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Mariners blog

Daily coverage of the Mariners during the season and all year long.

April 29, 2009 at 3:10 PM

Mariners play with fire, get burned big time by White Sox bats late

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The Mariners found out today why you can’t play around with all those baserunners the way they did the first three innings. Seattle stranded six runners before the game was even into the fourth inning and the Chicago White Sox finally woke up for a late offensive surge to hand the M’s a 6-3 loss.
This wasn’t one of those post-game clubhouses where everybody talks all warm and fuzzy about a .500 road trip. The Mariners are disappointed that they did not do better than 3-3 after starting off 2-0 in Anaheim. They’ve now dropped three of four and fallen to 13-9 on the year. This was their first series loss on the road and has knocked them down to 13-9 on the season.
They did have 12 hits today. but the situational hitting was awful.
“The whole tempo of the game was kind of lost in the first three innings, where we had opportunities to score, maybe put them down a little bit early, especially after the win last night, and we didn’t capitalize,” Mariners manager Don Wakamatsu said.
On that Yuniesky Betancourt play, where he was doubled off second base by a mile on a soft lineout, Wakamatsu said; “It was just a bad read. It was a bad read and it’s something where he’s got to take a little more time to make sure that ball falls in before he takes off.”
Shawn Kelley had a rough day, allowing his first inherited runners of the season to score in the sixth inning after he’d replaced Erik Bedard with two on. Kelley gave up a double off the bag at first base and on down the right field line to score one, then yielded a sacrifice fly for another.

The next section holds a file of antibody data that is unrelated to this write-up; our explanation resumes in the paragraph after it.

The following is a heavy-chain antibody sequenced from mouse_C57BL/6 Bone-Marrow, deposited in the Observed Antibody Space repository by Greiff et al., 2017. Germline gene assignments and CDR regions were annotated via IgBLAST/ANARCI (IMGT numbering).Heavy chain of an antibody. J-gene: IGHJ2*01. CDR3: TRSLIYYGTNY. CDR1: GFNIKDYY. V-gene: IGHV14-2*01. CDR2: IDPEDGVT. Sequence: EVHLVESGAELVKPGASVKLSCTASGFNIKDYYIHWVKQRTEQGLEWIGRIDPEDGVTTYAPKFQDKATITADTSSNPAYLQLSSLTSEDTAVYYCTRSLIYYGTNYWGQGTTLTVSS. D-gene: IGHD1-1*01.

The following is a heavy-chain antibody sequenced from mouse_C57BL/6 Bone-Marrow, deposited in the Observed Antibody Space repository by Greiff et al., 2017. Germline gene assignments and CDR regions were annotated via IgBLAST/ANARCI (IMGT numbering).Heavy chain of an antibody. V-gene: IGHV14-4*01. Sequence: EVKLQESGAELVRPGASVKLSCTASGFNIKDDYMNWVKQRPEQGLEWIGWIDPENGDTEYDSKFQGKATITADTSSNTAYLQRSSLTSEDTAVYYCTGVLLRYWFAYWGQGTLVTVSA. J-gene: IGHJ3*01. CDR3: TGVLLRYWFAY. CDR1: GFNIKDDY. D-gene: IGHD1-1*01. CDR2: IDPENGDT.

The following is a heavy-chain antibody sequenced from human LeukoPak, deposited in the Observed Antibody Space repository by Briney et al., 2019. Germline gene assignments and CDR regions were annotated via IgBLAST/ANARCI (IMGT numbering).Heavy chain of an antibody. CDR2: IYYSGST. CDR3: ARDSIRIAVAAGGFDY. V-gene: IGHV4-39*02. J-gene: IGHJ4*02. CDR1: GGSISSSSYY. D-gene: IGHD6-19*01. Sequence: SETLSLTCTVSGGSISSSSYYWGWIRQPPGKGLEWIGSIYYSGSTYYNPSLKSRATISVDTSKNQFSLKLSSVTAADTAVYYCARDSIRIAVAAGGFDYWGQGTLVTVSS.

Carlos Quentin and Jermaine Dye then rocked Kelley in the seventh for back-to-back, one-out homers. They were the first earned runs he’d given up this season after six scoreless outings in relief.
“The one to Dye was just not a good pitch at all,” Kelley said, “It was right at his belt. A guy that tall and with long arms, that’s not where you want to throw it to him. I thought the one to Quentin was not that bad of a pitch, he just did a great job of getting to it.”
The previous inning, Kelley also left some breaking balls a little too high up and the Chisox got enough on their swings to put balls in the air and tie the game.
“We did a good job the first two days and for most of the game today of keeping the ball down and keeping it away from them so you don’t let them get extended or hit it to the pull side,” Kelley said. “But you make some bad pitches in some situations like that to some guys with power and it’s going to happen. Obviously, we tried to avoid it, but…we left some pitches up and they capitalized.”

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